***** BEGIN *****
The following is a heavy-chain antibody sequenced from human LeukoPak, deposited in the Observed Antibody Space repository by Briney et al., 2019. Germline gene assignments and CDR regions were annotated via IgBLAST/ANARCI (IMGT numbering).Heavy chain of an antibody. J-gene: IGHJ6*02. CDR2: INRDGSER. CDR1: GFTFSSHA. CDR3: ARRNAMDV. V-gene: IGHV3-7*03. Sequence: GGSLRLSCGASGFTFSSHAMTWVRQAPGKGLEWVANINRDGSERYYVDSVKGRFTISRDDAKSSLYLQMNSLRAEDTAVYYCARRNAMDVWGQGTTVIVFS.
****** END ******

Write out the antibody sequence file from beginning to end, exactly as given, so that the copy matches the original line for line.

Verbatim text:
The following is a heavy-chain antibody sequenced from human LeukoPak, deposited in the Observed Antibody Space repository by Briney et al., 2019. Germline gene assignments and CDR regions were annotated via IgBLAST/ANARCI (IMGT numbering).Heavy chain of an antibody. J-gene: IGHJ6*02. CDR2: INRDGSER. CDR1: GFTFSSHA. CDR3: ARRNAMDV. V-gene: IGHV3-7*03. Sequence: GGSLRLSCGASGFTFSSHAMTWVRQAPGKGLEWVANINRDGSERYYVDSVKGRFTISRDDAKSSLYLQMNSLRAEDTAVYYCARRNAMDVWGQGTTVIVFS.